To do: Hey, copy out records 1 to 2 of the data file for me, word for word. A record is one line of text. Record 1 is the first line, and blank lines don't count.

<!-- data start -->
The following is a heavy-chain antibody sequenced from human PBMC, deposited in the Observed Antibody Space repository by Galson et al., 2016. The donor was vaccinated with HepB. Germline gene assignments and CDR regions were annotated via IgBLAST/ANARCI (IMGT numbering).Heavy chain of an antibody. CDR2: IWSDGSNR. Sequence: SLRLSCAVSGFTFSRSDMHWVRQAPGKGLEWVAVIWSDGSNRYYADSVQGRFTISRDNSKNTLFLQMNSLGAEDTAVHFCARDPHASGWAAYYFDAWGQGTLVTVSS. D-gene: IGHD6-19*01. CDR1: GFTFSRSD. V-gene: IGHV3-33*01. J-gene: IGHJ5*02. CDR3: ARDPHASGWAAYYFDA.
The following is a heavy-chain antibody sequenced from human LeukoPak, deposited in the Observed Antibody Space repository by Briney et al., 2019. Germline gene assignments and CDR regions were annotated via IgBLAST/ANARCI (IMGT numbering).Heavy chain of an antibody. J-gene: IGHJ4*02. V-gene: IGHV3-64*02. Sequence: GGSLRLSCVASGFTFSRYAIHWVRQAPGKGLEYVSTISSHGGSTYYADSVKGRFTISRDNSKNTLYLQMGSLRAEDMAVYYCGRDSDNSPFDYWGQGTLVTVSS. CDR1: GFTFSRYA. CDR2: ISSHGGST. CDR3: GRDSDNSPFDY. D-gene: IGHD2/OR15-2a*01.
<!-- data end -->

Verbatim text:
The following is a heavy-chain antibody sequenced from human PBMC, deposited in the Observed Antibody Space repository by Galson et al., 2016. The donor was vaccinated with HepB. Germline gene assignments and CDR regions were annotated via IgBLAST/ANARCI (IMGT numbering).Heavy chain of an antibody. CDR2: IWSDGSNR. Sequence: SLRLSCAVSGFTFSRSDMHWVRQAPGKGLEWVAVIWSDGSNRYYADSVQGRFTISRDNSKNTLFLQMNSLGAEDTAVHFCARDPHASGWAAYYFDAWGQGTLVTVSS. D-gene: IGHD6-19*01. CDR1: GFTFSRSD. V-gene: IGHV3-33*01. J-gene: IGHJ5*02. CDR3: ARDPHASGWAAYYFDA.
The following is a heavy-chain antibody sequenced from human LeukoPak, deposited in the Observed Antibody Space repository by Briney et al., 2019. Germline gene assignments and CDR regions were annotated via IgBLAST/ANARCI (IMGT numbering).Heavy chain of an antibody. J-gene: IGHJ4*02. V-gene: IGHV3-64*02. Sequence: GGSLRLSCVASGFTFSRYAIHWVRQAPGKGLEYVSTISSHGGSTYYADSVKGRFTISRDNSKNTLYLQMGSLRAEDMAVYYCGRDSDNSPFDYWGQGTLVTVSS. CDR1: GFTFSRYA. CDR2: ISSHGGST. CDR3: GRDSDNSPFDY. D-gene: IGHD2/OR15-2a*01.